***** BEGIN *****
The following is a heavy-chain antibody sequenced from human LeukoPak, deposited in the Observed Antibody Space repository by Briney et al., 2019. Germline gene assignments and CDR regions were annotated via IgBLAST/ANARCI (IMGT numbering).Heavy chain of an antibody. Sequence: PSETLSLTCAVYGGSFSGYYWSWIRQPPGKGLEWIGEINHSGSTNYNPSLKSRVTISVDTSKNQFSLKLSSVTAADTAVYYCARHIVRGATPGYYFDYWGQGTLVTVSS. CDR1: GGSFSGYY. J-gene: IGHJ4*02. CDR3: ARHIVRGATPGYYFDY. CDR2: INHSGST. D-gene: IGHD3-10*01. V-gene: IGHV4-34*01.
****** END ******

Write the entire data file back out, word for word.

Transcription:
The following is a heavy-chain antibody sequenced from human LeukoPak, deposited in the Observed Antibody Space repository by Briney et al., 2019. Germline gene assignments and CDR regions were annotated via IgBLAST/ANARCI (IMGT numbering).Heavy chain of an antibody. Sequence: PSETLSLTCAVYGGSFSGYYWSWIRQPPGKGLEWIGEINHSGSTNYNPSLKSRVTISVDTSKNQFSLKLSSVTAADTAVYYCARHIVRGATPGYYFDYWGQGTLVTVSS. CDR1: GGSFSGYY. J-gene: IGHJ4*02. CDR3: ARHIVRGATPGYYFDY. CDR2: INHSGST. D-gene: IGHD3-10*01. V-gene: IGHV4-34*01.